Celebrate the Fourth safely with a visit to your public lands

The Fourth of July holiday weekend is a great opportunity to get outdoors and celebrate our nation’s birthday by enjoying America’s public lands. Before heading out on the Arapaho and Roosevelt National Forests and Pawnee National Grassland, however, there are several things folks should know before they go.

Visitors are reminded to do their part to help prevent wildfires. Although conditions have been wet in places this summer, wildfires can still start. Fireworks are not allowed on National Forest System lands, so be sure to leave them at home. Never leave your campfire unattended and park vehicles in areas free of tall grass. There are currently no fire restrictions on the Arapaho and Roosevelt National Forests and Pawnee National Grassland; however, there are areas where campfires are prohibited year-round.

This is one of the busiest weekends on the forests and grassland. Parking lots at trailheads and picnic areas can fill quickly, along with campgrounds. Reservable campsites are booked and first-come, first served sites will fill quickly. Visitors may need to adjust plans to dispersed camping outside of campgrounds. Be sure to have maps with you to ensure you are on public land. Our Motor Vehicle Use Maps are a free resource that can help. They are available at district offices, online at www.fs.usda.gov/goto/arp/maps or through the AVENZA app at http://www.avenza.com/pdf-maps.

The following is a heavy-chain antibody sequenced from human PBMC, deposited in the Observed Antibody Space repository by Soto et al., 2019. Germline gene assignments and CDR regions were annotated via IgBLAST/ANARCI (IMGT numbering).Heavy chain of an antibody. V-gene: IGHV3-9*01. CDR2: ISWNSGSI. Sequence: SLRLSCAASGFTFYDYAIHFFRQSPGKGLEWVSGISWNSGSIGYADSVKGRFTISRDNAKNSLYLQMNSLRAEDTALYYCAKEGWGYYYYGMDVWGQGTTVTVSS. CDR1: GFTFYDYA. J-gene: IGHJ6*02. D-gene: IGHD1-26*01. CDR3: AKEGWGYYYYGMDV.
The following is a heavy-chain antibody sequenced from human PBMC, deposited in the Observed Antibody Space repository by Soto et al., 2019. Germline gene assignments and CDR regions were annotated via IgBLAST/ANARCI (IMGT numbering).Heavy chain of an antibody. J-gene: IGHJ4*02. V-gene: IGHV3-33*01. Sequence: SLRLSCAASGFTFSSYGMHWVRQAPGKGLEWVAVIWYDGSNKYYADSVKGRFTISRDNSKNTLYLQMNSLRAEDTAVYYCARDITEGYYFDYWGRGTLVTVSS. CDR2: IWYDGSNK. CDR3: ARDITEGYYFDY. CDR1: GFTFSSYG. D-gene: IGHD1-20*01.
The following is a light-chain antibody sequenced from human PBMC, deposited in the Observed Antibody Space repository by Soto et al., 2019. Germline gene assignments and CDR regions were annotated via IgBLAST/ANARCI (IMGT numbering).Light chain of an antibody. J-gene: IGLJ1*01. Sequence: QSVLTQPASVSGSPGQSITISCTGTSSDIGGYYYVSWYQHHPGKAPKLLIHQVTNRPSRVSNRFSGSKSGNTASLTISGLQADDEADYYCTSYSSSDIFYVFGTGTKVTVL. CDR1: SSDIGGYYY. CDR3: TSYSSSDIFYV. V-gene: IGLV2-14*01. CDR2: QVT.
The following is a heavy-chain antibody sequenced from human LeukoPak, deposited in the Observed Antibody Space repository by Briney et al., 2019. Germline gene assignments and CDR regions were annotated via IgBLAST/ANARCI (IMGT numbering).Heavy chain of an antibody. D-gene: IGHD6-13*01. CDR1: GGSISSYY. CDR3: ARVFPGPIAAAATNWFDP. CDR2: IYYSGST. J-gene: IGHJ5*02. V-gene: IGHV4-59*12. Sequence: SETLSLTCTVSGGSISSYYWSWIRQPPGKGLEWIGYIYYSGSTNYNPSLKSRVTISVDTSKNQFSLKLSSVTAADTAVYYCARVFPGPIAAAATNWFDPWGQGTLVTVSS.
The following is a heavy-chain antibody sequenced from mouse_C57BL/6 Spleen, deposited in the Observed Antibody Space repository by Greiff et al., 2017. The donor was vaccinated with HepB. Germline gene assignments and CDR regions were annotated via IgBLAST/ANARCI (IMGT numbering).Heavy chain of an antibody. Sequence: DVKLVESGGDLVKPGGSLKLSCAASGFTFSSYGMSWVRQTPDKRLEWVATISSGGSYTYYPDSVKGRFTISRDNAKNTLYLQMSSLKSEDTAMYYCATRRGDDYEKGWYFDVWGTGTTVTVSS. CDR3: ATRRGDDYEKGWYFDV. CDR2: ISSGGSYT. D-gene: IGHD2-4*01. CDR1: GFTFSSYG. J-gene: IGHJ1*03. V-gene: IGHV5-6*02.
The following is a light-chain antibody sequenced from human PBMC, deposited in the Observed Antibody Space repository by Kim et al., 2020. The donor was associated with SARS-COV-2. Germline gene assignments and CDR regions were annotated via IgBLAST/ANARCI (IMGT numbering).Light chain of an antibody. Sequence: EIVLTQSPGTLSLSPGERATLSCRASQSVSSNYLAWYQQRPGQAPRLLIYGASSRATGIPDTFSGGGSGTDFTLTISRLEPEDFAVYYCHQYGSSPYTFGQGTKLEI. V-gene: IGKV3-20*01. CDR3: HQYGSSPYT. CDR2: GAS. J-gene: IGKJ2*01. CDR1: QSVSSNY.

Many roads are open for the season, but some still remain closed due to wet or snowy conditions. Be sure to check road status before heading out at www.fs.usda.gov/goto/arp/roads. Conditions can change quickly, impacting access. Some trails and areas also remain closed due to 2013 flood damage. To check the latest, visit the flood recovery website at www.fs.usda.gov/goto/arp/floodrecovery.

If you are hiking in the high country this weekend, many of the trails are still snow packed. Be prepared with proper footwear; stay on the trail (get muddy by walking through puddles rather than causing resource damage by avoiding them); and, as the snow melts, only cross creeks and lakes where these is a visible bridge or trails. The snowpack is weakening and you could fall through!

For additional information, visit us online at www.fs.usda.gov/arp, Twitter @usfsarp or www.facebook.com/usfsarp.

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